What to Expect

Making your ER visit less stressful

Emergencies are stressful situations. We work hard to make them less so. Understanding what to expect will ease your mind and help us to provide the best care.

What happens when I arrive?

You will be greeted by a nurse or paramedic and “triaged” to determine your level of urgency. You also may be signed in by our registration staff. If you need immediate attention, a family member can register for you. In some cases, triage and registration will take place at the bedside. Do not eat or drink anything while you wait for treatment unless your nurse is OK with you doing so.

How long will I have to wait?

During high volume periods, there may be a short wait to be greeted and registered. If many people are waiting, the most seriously ill or injured will be seen first. So you may see people receive treatment ahead of you who came in after you. When it’s busy, we will make every effort to notify you of delays.

What happens next?

You’ll be taken to a treatment room where a nurse will ask detailed questions to determine your immediate needs. In order to speed your care, your nurse may order labs or x-rays based on your symptoms. Your care also may be coordinated through other departments within the hospital. This could include our radiology, laboratory, or inpatient areas. A nurse will always be nearby to answer questions. If you feel your condition worsening, please inform a staff member immediately.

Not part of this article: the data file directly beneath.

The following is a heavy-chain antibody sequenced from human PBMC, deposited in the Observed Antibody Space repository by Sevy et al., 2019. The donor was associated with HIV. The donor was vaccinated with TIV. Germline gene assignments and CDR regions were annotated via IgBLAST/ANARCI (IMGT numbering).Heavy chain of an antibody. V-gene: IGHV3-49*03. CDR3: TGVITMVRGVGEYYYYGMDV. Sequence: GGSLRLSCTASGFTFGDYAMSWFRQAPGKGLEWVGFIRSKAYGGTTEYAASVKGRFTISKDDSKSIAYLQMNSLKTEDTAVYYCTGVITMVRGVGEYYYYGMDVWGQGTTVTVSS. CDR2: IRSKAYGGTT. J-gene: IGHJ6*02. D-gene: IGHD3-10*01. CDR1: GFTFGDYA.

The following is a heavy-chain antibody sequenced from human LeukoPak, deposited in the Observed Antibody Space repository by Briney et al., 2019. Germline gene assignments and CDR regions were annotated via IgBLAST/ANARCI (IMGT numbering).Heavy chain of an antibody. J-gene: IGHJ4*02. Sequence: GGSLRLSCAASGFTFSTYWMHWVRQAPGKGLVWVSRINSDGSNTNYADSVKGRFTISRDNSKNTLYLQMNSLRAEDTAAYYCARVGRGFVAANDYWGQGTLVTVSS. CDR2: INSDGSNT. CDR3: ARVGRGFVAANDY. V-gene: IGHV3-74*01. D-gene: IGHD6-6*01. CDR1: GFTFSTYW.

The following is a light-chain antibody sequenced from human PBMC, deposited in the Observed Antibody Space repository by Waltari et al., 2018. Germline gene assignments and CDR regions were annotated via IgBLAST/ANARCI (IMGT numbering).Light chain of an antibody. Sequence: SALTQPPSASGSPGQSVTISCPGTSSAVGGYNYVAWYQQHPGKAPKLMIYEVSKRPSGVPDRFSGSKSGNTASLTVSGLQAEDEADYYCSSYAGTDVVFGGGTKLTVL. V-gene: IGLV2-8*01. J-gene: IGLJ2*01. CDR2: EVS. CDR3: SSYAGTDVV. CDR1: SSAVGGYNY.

Who will be treating me?

You will be treated by board certified Emergency Medicine specialists and highly trained nurses who specialize in emergency care. You may be treated by a physician assistant, under the supervision of a doctor, depending on your injury or condition. You also may interact with allied health professionals including paramedics, nursing assistants, unit clerks, social workers and respiratory therapists.

What should I bring with me from home?

There are several things you can bring with you that will help your visit go more smoothly and comfortably, including:

  • List of your current medications. Include the dosage and number of times taken per day and any over-the-counter medications.
  • Driver’s license or other form of identification and insurance cards.
  • List of current physicians including office phone numbers, fax numbers and addresses.
  • Record of any drug or food allergies and reactions.
  • Immunizations record including tetanus and flu vaccines.
  • Glasses and something to pass the time.

Remember, your main focus in an emergency is getting care as quickly as possible. If you can, bring a companion with you to assist with check in, keep you company, and help you remember questions and discharge instructions.

What happens after my evaluation is complete?

You’ll be sent home with instructions to care for your condition, a recommended date and physician for follow-up care, and information on any prescriptions you may receive.

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